Today I properly noticed something that I had never given any consideration to before. I was decorating a small poster with a sharpie, repeatedly writing the word, “NOW” on it in capital letters. Then, the music-orientated part of brain tuned in.
I started noticing the rhythm of the sound my marker made.
Because I was writing the same word quickly, so many times, the way I wrote it suddenly became apparent. I realised that nobody writes evenly with a pen or pencil. When we form the symbols there is usually a slight pause between words, as we leave a gap.
There is also an audible space between individual letters, especially when we are writing in capitals. As our ears tune in further, we notice that even in the forming of a single letter, there are parts when the pen moves quickly or smoothly, and parts where it is slower.
As I repeatedly wrote the word, “NOW” on my poster, I heard the pattern of it: The differences in volume and pitch, the spaces between and within the letters. It was the same each time – an instrumental mantra of Sharpie on photo gloss paper.
When I’m writing a letter that includes a quick upstroke, like how I form,”N” or “W” the upstroke sounds slightly softer and more high-pitched than the rest. With “O” the sound of my pen on the paper gets quieter as it goes up and round because I relax the pressure with which I’m holding the pen, before lifting it off the paper to form the next letter.
Because we write so fast, often automatically, we must specifically tune in to hear these phrases. But when we do tune in, we are rewarded with music!
Today, I decided to take that literally. I picked up my guitar and strummed to the rhythm of my capital “NOW.” I played the exact same pattern I had heard myself writing on paper. This time, I had chords. I made the upstrokes quieter in the same way that they had been quieter when I was writing on the poster, and left short gaps between the “letters,” – which were translated to upstrokes and downstrokes on the guitar.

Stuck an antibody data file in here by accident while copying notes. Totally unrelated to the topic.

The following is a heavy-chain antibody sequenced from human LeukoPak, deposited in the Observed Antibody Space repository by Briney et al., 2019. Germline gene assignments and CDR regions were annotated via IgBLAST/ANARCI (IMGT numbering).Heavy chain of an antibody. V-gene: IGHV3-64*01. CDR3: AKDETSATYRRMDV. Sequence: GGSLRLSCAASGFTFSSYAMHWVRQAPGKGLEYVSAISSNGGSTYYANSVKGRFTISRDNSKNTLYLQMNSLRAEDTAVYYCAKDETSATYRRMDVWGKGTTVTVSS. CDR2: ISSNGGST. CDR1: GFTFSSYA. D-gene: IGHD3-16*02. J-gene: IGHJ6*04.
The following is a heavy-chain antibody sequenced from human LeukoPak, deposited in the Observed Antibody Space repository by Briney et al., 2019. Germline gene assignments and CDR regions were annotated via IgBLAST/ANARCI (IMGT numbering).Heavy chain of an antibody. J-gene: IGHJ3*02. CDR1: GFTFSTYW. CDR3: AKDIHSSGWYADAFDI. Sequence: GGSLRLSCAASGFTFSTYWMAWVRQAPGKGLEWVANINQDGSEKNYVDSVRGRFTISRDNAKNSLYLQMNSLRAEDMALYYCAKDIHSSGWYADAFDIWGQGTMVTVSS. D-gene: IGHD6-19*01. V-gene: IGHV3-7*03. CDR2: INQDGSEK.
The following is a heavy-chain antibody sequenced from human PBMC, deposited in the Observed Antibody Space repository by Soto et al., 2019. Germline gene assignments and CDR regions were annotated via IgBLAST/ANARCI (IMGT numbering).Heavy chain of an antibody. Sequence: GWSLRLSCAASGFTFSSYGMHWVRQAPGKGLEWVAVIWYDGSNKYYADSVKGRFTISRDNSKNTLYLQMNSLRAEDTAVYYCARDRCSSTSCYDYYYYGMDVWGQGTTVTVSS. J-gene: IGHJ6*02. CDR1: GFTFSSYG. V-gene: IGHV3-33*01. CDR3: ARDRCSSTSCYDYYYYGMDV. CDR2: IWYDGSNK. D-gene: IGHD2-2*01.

The result was what felt what like a more natural strumming pattern.
The rhythm seemed more, “me.” Because it came directly from my inbuilt movements, there was just something about it that resonated on a deeper level – if you’ll excuse the pun. I simply liked what I heard. And I really do reckon it’s because it came from within.
Now, I wonder whether other people would agree that the strumming pattern sounded more “organic,” or whether that feeling is specific to the person from whom the rhythm originated. Going by this theory, we would all have different beats inside us; we all form letters differently. You probably have a different way of writing, “A” to the one I have. Maybe you create the frame of it first, while I create the bar of it.You and I will have our individual speeds and volumes. If we all have different rhythms inside us, what sounds “natural” or “right” to each of us could very well be different.
Have you ever written a page, and at the same time, listened to the sound your pen or pencil made on the paper? Have you noticed patterns in the way you write different words? It could be a fun exercise if you’re up for it! Or, if you want to go a step further, you could grab an instrument as well. This could be a fine tool for overcoming musician’s block and creating songs.
Have you ever been surprised by how musical something “normal” and “everyday” sounded? What was it?
I look forward to being ridiculed upon the reading of this post 🙂